Oct. 2, 2000
House Auto Safety Legislation (H.R. 5164) Sets Up Roadblocks for Regulators
Statement of Public Citizen President Joan Claybrook
A House bill reported last week by the House Commerce subcommittee in response to the Ford/Firestone tire deaths and injuries fails to enhance public safety and actually cuts protections in present law. If this measure passes in its current form, automakers will gain and the public will lose.
The original purpose of the legislation was to respond to the crisis triggered by the coverup by Ford and Firestone, and to provide the National Highway Traffic Safety Administration (NHTSA) with the authority it needs to protect Americans from defective equipment and vehicles. As has been revealed in recent congressional hearings, the agency didn’t fully use its existing authority but also is hamstrung by a lack of funding, the absence of strong penalties to deter manufacturers from failing to recall defective vehicles, and the lack of notice to DOT from manufacturers who suspect a defect.
Unfortunately, the House bill falls far short of the mark. Although lawmakers held lengthy hearings and talked about getting tough on automakers who covered up this deadly defect, the criminal penalties in the House measure are a joke. For instance, the bill addresses only false statements, not the failure to recall, and it offers immunity for people who intentionally lie to the government about safety defects if they decide to tell the truth “within a reasonable time.” It also shackles the Attorney General, who cannot prosecute an automaker for misleading the DOT without the Secretary’s recommendation.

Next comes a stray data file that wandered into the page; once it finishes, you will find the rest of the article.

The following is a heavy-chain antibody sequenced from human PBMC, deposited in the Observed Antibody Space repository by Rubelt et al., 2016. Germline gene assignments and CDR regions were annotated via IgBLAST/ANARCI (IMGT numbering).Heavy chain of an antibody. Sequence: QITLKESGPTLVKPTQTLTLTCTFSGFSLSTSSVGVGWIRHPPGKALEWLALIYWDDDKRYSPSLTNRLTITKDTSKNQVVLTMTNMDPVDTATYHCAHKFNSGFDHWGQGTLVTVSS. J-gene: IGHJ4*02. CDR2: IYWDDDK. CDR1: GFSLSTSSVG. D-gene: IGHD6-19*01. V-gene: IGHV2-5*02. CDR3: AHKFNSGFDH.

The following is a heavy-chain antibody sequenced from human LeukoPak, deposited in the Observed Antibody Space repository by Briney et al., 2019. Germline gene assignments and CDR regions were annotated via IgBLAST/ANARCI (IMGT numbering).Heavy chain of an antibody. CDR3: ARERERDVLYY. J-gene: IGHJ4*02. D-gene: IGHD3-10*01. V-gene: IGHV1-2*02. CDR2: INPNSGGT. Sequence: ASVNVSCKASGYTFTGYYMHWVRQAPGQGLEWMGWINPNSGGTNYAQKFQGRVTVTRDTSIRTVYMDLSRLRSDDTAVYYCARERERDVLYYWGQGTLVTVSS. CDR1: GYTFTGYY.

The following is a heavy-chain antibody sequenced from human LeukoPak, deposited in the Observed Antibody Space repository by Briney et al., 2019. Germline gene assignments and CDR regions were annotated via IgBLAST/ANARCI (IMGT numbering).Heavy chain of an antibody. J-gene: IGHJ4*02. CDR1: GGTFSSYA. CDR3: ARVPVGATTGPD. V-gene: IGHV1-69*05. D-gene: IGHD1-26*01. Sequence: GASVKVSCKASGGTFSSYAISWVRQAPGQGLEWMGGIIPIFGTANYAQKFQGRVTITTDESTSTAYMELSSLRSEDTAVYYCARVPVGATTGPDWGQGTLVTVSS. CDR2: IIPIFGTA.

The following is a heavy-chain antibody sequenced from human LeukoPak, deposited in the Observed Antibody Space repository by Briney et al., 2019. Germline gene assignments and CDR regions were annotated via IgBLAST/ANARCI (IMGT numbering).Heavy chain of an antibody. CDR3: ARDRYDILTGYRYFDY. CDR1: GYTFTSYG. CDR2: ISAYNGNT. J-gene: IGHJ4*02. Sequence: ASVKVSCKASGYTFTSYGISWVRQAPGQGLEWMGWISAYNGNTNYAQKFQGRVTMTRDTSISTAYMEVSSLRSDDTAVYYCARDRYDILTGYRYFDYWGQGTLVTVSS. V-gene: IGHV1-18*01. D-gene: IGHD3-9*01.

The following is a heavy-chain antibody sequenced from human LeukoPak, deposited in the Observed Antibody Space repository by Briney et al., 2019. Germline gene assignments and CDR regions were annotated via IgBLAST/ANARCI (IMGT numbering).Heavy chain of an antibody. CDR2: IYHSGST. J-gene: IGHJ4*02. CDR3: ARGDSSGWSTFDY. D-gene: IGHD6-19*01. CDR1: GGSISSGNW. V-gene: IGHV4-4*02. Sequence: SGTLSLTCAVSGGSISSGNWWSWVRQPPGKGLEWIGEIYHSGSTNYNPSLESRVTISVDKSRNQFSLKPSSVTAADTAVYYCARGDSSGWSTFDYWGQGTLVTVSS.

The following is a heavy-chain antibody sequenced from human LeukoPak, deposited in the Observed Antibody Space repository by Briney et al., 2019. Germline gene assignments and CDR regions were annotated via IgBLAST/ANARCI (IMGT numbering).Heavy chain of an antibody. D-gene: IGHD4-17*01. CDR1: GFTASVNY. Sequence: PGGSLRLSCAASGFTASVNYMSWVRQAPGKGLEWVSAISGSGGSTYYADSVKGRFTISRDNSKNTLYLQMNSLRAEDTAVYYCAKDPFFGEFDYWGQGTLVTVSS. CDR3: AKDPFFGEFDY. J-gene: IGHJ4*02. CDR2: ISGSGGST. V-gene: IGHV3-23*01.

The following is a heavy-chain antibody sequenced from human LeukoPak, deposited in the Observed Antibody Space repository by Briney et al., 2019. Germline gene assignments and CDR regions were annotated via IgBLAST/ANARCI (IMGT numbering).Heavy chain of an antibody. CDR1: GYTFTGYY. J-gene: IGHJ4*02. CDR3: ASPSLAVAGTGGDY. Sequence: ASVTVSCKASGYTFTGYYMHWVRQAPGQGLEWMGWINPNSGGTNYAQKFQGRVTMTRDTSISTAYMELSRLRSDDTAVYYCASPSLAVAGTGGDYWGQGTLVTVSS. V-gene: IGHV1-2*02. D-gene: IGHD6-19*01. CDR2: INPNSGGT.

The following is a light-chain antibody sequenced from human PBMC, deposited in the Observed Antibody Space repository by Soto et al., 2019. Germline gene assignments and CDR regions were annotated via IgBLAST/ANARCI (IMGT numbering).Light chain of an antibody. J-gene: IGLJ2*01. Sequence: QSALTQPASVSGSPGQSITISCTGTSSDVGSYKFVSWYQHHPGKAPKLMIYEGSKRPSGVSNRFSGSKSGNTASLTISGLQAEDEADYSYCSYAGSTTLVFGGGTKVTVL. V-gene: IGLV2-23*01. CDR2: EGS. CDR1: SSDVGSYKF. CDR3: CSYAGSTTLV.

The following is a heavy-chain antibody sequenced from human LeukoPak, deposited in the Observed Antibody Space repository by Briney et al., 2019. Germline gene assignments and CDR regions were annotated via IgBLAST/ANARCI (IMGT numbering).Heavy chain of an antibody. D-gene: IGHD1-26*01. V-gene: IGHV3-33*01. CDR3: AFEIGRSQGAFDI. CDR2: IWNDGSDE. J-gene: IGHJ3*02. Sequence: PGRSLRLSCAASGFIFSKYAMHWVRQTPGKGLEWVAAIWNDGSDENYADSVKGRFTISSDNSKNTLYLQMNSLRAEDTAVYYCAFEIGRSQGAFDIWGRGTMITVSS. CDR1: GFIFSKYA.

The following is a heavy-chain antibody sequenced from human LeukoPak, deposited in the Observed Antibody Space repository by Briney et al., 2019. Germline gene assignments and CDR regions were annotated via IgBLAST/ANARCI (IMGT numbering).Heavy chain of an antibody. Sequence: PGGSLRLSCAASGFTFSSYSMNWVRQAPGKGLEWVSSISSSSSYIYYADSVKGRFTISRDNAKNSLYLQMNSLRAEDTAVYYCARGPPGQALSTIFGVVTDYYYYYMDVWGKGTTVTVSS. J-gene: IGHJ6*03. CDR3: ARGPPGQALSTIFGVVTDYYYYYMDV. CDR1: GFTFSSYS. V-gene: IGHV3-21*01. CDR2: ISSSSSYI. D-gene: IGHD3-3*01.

The House bill is also lacking in its so-called “early warning” provision for the submission of information to NHTSA, which contains numerous hurdles and secrecy requirements. And while the 30-year-old tire standards would be upgraded under this bill and defective equipment could not be resold, there’s no updating of the 30-year-old roof crush standard, and the consumer information provision for assessing the rollover propensity of SUVs is still being negotiated.
The decision by NHTSA to open an investigation into Firestone’s Steeltex tire is further indication that Firestone tires are plagued by similar defects. Once again, regulators learned about the problem from the public — not the manufacturer. This latest investigation highlights the need for Congress to act swiftly and give regulators the authority they need to prevent more needless tragedies.
Joan Claybrook is president of the consumer advocacy organization Public Citizen. She served as administrator of the National Highway Traffic Safety Administration from 1977 to 1981.